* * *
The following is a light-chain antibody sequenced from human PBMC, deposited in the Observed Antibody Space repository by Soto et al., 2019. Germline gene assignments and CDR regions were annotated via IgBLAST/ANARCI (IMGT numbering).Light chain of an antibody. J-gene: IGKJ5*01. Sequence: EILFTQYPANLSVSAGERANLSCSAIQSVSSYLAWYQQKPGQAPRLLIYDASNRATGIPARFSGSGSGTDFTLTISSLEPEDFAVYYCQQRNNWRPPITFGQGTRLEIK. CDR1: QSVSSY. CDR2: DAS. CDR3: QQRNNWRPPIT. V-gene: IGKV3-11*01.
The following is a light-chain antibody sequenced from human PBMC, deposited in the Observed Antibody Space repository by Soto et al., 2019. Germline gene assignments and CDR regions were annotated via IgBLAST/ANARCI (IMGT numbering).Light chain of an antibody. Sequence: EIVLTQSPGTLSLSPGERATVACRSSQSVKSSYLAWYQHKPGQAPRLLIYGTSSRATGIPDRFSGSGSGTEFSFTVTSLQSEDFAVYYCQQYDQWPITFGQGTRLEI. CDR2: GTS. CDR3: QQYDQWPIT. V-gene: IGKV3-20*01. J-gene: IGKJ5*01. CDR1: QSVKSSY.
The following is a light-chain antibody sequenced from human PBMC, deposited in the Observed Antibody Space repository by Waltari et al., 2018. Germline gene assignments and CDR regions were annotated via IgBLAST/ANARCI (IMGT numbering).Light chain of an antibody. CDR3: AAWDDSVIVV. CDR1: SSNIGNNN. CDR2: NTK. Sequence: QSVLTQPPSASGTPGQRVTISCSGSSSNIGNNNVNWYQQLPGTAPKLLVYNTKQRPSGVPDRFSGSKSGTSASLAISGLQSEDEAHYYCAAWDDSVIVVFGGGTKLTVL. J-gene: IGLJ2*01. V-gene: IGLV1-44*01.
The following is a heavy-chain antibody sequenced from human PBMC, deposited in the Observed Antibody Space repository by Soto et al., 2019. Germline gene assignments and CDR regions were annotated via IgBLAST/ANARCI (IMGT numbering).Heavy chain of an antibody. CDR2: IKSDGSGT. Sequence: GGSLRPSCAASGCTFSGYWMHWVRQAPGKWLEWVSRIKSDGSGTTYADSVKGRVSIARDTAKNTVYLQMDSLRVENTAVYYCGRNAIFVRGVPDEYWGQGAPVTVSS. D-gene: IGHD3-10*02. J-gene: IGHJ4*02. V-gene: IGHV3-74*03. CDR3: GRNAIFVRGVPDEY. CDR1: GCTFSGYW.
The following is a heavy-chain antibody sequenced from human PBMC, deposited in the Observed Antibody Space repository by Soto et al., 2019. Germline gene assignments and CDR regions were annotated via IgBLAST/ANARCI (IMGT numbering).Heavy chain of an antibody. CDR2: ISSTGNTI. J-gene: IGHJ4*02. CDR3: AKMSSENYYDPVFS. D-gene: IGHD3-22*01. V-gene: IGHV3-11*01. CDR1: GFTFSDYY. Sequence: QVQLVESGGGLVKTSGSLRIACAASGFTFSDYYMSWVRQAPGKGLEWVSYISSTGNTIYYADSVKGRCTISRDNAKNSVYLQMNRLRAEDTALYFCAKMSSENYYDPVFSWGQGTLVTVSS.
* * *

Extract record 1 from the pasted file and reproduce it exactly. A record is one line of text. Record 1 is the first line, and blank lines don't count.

The following is a light-chain antibody sequenced from human PBMC, deposited in the Observed Antibody Space repository by Soto et al., 2019. Germline gene assignments and CDR regions were annotated via IgBLAST/ANARCI (IMGT numbering).Light chain of an antibody. J-gene: IGKJ5*01. Sequence: EILFTQYPANLSVSAGERANLSCSAIQSVSSYLAWYQQKPGQAPRLLIYDASNRATGIPARFSGSGSGTDFTLTISSLEPEDFAVYYCQQRNNWRPPITFGQGTRLEIK. CDR1: QSVSSY. CDR2: DAS. CDR3: QQRNNWRPPIT. V-gene: IGKV3-11*01.